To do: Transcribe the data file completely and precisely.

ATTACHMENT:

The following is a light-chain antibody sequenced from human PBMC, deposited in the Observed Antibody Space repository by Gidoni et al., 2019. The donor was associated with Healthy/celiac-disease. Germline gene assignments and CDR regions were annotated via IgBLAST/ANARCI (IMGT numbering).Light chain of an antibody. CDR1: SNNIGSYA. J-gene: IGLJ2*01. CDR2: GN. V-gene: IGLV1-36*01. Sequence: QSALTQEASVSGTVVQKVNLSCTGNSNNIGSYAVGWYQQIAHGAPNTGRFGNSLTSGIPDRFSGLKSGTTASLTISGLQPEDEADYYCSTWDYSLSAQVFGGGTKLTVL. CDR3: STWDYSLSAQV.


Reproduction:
The following is a light-chain antibody sequenced from human PBMC, deposited in the Observed Antibody Space repository by Gidoni et al., 2019. The donor was associated with Healthy/celiac-disease. Germline gene assignments and CDR regions were annotated via IgBLAST/ANARCI (IMGT numbering).Light chain of an antibody. CDR1: SNNIGSYA. J-gene: IGLJ2*01. CDR2: GN. V-gene: IGLV1-36*01. Sequence: QSALTQEASVSGTVVQKVNLSCTGNSNNIGSYAVGWYQQIAHGAPNTGRFGNSLTSGIPDRFSGLKSGTTASLTISGLQPEDEADYYCSTWDYSLSAQVFGGGTKLTVL. CDR3: STWDYSLSAQV.